A deep love of England

That English summer of 1983 stands out for me not just because of those two fast and furious months on the Orwell hunt. It was more than that. I’d left England and my job as a BBC producer about 10 years earlier for a new life in Canada. Driving through the English back roads, towns and villages, and staying in the modest, comfy, two-star hotels that seemed to be on every high street, at times I actually felt euphoric, consciously in love for the first time with the country where I was born and raised.

Maybe it was the bright sunny summer weather which made the fields look so green, the brick houses so warm and the sky so blue. Maybe it was all that conversation about Orwell’s deep love of England and the English countryside. Maybe it was something that came out of a bottle at the end of a hard day. I really don’t know, but it was a powerful and enjoyable feeling and it caught me by surprise.

The highlight of the trip was Scotland. On the island of Jura, I was taken under the very welcoming wing of Margaret Nelson, who had done the same for Orwell when he showed up “looking very thin and gaunt and worn” in May 1946. Margaret gave me a tour, including the very room where Orwell had written Nineteen Eighty-Four in a race against failing health. This was where I felt sure I’d come as close to Orwell as it was possible to be. I wanted to hear his clacking typewriter, smell his cigarette smoke which must have wafted all through the house. And above all, I wanted to be a fly on the wall observing him writing and re-writing his masterpiece.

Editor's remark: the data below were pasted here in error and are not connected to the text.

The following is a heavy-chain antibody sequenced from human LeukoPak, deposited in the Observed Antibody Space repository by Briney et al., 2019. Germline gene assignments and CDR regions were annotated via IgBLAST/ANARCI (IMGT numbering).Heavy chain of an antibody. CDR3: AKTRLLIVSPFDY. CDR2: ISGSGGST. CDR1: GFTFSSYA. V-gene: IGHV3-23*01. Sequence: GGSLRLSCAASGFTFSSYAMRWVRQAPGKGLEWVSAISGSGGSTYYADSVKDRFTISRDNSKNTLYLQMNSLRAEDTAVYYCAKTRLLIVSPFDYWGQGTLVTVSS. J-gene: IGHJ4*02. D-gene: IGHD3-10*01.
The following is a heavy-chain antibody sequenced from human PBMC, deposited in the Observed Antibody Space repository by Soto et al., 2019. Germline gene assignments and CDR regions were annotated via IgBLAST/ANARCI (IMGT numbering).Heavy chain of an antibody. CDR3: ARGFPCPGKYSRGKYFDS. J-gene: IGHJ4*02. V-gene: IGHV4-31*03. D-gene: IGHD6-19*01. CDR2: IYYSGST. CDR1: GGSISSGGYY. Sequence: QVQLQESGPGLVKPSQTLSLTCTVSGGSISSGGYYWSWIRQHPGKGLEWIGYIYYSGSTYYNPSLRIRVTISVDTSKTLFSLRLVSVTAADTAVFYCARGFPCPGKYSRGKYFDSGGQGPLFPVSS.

Storytelling is all about empathy

If you look at the facsimile edition of Nineteen Eighty-Four, you can see all the handwritten changes he made to the typed draft. They begin immediately, with the opening sentence. Orwell typed, “It was a cold, blowy day in April and a million radios were striking thirteen.” Then he took his pen and changed it to, “It was a bright cold day in April and the clocks were striking thirteen.” The first two pages of Nineteen Eighty-Four are a mess of blue ink over black type.

When people die and take their secrets with them, we’re left to guess and infer, to impose our ideas on theirs if we want to make sense of their life and the work they create. What would I give to be able to travel back in time, meet Orwell and ask him why he changed this for that, and how each revision brought him nearer to what he was trying to say.

I’d like to tell him a few things too. For example, how important and inspiring I find his account of crawling close to the enemy trenches in Spain, getting a Fascist soldier in his sights but not being able to pull the trigger because the soldier was holding up his trousers as he ran, which Orwell said turned him instantly from “enemy” into “fellow creature.” It reminds me that storytelling, not to mention life itself, is all about empathy, bridging the gap between yourself and “the other,” resisting prejudging and worse, demonizing people you don’t know but if you did you might like.